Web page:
Letters to the Editor
December 2, 2020

To the Editor:
Money isn't everything. We have significant challenges in a changing world. But when our economic system is failing most of our country, when thousands of working poor are homeless, when kids have to rely on the schools for breakfast, lunch and snack, and when 7,000 families in one city in Texas line up for free food, our capitalistic system is seriously out of whack. One reason is that the economic elites realize hundreds of millions of dollars a year in salary, corporate profits, or tax deductions, yet the minimum wage and general compensation for a changed labor market has received no corresponding benefit since the 1980’s. Trickle-down is a distant joke.
Most of us feel this. Many no longer feel safely in the middle class as defined when we were kids; children will not do better than we did; tax dollars are not enough to fund education, transportation, infrastructure and societal programs required for a an advanced nation in a rising economic tide. Deferring maintenance of infrastructure, including schools, transportation, highways and bridges, exploded back in the Reagan Era and were ably supported by the tender mercies of Grover Norquist: above all lower taxes for the rich, and somewhat for the middle class if absolutely necessary to keep the grumbling down.
Both political parties have failed in this regard. Trump seemed to many like a political breath of fresh air when he signaled his free-speaking, politically incorrect, blue collar populism. But Trump's plans to cut taxes included cutting school lunch programs, gutting Medicare and SSA, or overturning pre-existing conditions (and lied about it). He said he understood the aggrieved and forgotten middle-American, he stuck his angry fingers in the faces of elites, but nothing changed.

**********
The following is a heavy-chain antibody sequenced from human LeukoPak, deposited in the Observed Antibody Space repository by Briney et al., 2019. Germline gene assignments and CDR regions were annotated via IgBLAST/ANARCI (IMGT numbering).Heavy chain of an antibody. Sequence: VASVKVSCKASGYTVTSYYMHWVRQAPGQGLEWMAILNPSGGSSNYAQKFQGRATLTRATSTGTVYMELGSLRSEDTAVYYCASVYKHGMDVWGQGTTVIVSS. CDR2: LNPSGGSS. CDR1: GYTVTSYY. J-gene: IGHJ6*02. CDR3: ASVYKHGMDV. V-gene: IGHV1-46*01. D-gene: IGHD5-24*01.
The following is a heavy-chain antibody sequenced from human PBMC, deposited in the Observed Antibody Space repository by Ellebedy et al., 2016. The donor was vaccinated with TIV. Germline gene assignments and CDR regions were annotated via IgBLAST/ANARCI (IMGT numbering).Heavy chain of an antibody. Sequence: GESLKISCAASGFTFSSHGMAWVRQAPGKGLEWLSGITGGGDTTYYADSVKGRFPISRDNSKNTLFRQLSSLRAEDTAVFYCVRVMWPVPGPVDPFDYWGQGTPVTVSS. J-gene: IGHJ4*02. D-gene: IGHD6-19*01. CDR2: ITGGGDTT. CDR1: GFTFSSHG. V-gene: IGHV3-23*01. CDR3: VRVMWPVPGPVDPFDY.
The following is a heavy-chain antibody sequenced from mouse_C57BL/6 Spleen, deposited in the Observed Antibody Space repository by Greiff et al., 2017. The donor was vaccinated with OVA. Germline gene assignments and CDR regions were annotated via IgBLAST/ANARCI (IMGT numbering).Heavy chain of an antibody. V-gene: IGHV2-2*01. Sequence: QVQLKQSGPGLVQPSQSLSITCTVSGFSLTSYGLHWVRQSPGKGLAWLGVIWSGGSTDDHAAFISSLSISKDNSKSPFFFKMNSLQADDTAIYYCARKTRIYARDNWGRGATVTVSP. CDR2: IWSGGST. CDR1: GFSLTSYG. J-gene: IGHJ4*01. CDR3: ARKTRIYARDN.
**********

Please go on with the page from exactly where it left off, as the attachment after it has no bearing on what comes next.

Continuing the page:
The Democrats have failed to convince the country that the ordinary person, the laborer, is their constituency. The Democratic hearts are there, but they learned back in 1980's that the only way they could survive the mesmerizing but absurd "Morning in America" was to cuddle up to corporations and try to beat the Republicans at their own game. They can't. They talk the right priorities but generally do not deliver them to a disappointed constituency.
If our democratic capitalistic society is to survive, the basic needs of ordinary citizens must be achievable, or we must consider another system which is more equitable. There is a new president. Let’s prioritize the repair of our economic system going forward (alternative energies would provide thousands of jobs), and decide what each of us owes to, and can expect from, our government. We must explore what the contract we made with each other long ago means in today’s world, and whether the Great American Experiment can survive.
Kelly Scoles